It’s all part of a World Championship battle especially if it goes down to the wire, the last round. Throw a few mind games into the pot, stir them around and see what emerges. The weekend fight for the 2023 title between Pecco Bagnaia and Jorge Martin was never going to be an exception.
When you are 21 points behind with a maximum of 37 at stake you have to try and take every trick in the book. Martin never let Bagnaia out of his sight in Practice and the current World Champion and Champion elect appeared a little rattled. He steadied the ship on Saturday and the rest is history. Martin is certainly not the first or last to try and unsettle a great rival. There are some notable names in the mind games club
Those club members employed different tactics to match the situation and the opponent. On the track, on the grid, through the media, in a press conference and testing the loyalty of a team-mate have all been used to achieve that ultimate goal, the world title. Some have been successful, others have not.
Double 500cc World Champion Barry Sheene was a past master of the art. At the big British meetings, he would arrive on the grid smoking a cigarette already wearing his helmet. He had a hole drilled through the front of the helmet to fit a cigarette. He would walk along the front row of the grid and then shake his head while checking his opponent’s tyre and rear sprocket choice. Barry also had the media eating out of his hand and would give his main rivals a tough time in print. One man who was not affected and found the anti-headlines so amusing was Kenny Roberts. The American stole Barry’s world title and went on to win two more.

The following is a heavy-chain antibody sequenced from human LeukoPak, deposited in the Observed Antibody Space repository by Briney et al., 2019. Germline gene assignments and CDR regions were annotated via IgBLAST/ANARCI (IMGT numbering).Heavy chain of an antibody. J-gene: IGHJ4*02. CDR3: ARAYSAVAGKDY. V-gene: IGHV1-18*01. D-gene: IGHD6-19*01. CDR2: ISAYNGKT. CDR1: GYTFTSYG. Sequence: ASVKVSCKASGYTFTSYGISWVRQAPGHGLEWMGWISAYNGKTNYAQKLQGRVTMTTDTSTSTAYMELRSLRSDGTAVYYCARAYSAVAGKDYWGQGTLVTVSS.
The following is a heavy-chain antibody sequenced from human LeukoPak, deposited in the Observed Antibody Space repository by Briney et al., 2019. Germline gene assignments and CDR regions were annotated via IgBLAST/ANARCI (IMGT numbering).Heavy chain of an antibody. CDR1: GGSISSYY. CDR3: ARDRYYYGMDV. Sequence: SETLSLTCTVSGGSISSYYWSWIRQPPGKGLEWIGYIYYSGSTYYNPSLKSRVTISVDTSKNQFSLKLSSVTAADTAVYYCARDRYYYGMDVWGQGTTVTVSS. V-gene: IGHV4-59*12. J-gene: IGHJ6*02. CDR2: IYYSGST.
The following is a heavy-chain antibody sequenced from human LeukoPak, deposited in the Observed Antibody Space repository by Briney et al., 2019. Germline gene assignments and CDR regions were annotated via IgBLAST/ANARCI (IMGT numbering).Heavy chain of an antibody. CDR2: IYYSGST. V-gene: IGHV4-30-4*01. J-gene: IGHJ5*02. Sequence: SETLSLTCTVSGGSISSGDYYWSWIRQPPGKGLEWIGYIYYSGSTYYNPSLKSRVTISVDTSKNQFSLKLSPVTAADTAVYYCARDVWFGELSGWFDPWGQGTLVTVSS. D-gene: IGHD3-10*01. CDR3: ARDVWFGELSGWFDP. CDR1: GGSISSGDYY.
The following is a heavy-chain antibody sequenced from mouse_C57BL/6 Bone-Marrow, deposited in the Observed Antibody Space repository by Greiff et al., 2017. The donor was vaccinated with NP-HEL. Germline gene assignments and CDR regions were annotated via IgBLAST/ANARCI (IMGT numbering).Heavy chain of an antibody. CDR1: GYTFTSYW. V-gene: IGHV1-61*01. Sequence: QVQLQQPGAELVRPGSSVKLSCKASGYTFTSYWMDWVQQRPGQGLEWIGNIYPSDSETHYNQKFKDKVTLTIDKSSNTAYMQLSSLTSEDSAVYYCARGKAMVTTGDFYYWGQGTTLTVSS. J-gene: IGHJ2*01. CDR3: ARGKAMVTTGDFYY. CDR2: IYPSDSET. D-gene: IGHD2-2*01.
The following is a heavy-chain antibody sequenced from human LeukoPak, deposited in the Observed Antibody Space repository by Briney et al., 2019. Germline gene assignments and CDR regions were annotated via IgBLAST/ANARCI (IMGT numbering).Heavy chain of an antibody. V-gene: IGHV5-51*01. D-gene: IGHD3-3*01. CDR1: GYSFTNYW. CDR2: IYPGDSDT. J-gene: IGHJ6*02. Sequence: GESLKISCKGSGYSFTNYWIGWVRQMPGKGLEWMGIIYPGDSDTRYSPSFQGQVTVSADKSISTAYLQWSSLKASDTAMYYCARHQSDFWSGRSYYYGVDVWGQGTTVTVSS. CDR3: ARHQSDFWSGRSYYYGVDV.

On the track, Kenny tried every trick in the book to regain that World title in a 1983 showdown with Freddie Spencer at Imola. At the Italian circuit, where Kenny made his European debut nine years earlier, he had to win to prevent Spencer from becoming the youngest-ever 500cc World Champion. Second place behind Kenny would give Freddie the title. They swapped the lead, with Kenny constantly upping and slowing the pace, hoping Freddie may crash or Eddie Lawson on the second Yamaha may catch them and relegate Freddie to third. It didn’t happen, and Freddie’s second place brought him the title and Kenny retired.
Being a teammate to Phil Read didn’t mean an exemption from mind games, as Bill Ivy discovered in 1968. The Yamaha teammates made an agreement that Read would win the 125cc World title and Ivy the 250. Ivy kept his part of the bargain with Read crowned 125cc World Champion, but he reneged on the 250cc agreement. They arrived at the final round in Monza and Read won the race from Ivy. Ivy was devastated and retired only to be killed a year later in a comeback ride. Read went on to win more World titles and upset teammates.
Valentino Rossi didn’t win those nine world titles without joining the club. He certainly got the better of his bitter rival Max Biaggi, both on and off the track, with great riding coupled with clever mind games. The Italian did the same to Sete Gibernau after an altercation in 2004 in Qatar. In the press conference a week later in Malaysia, Rossi told Gibernau and the world’s media that the Spaniard would never win another Grand Prix. And he didn’t.
It didn’t work out the same way 11 years later at the same Press Conference room in Sepang. Rossi launched a scathing attack on Marc Marquez regarding the race at Phillip Island a week earlier. Marquez stood firm and the fight ended up on the track and not in Rossi’s favour. His on-track clash with Marquez, plus another earlier penalty, meant he had to start the final round in Valencia from the back row. He eventually finished fourth but lost the title to teammate Jorge Lorenzo.
Mind games may not always work but they happen, and always will.